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TELEPHONY | SO SoCal

I -ust Cal--d to S-y I L-ve -ou

May 11, 1997|Sue McAllister

Maybe the word you lost was ciao; maybe it was therapist or artichoke or treadmill. Or maybe a whole sentence fell unheard into your lap after your cellular phone connection sputtered.

With more than 2 million cell phone customers in Southern California, calls sometimes evaporate into the ether simply because of maxed-out transmitters. But there are chronic trouble spots around the basin where topography, tall buildings or even powerful home alarm systems foil reception. L.A. Cellular and Airtouch do what they can, installing equipment to boost the signal in places like Laurel Canyon, where a daisy chain of transmitters was installed at a cost of more than $1 million. Nevertheless, depending on your carrier, you may lose your scintillating conversation when you wander through these cell phone "dead zones."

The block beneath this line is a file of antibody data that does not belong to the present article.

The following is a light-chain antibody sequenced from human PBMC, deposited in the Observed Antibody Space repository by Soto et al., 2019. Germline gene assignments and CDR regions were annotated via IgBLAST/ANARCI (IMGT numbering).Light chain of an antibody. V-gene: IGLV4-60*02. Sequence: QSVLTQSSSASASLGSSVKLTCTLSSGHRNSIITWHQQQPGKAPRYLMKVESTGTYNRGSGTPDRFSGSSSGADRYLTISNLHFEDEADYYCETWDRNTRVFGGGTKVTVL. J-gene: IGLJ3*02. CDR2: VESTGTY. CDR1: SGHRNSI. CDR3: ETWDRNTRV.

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Los Angeles County

1. Smaller canyons near Malibu, such as Decker, Corral and Ramirez.

2. Pacific Avenue between Brooks Avenue and Pico Boulevard in Venice and Santa Monica.

3. Beverly Glen Boulevard from Sunset Boulevard to Mulholland Drive.

4. Benedict Canyon.

5. Sunset Boulevard near the Beverly Hills Hotel and at Whittier Drive.

6. Corner of Hawthorne Boulvard and Palos Verdes Drive North.

7. Rolling Hills Road between Crenshaw and Hawthorne boulevards near the Torrance-Rolling Hills Estates border.

8. Pasadena Freeway tunnels.

9. Soto Street between Alcazar Street and Huntington Drive; Monterey Road between Huntington Drive and Avenue 60 in El Sereno-Monterey Hills.

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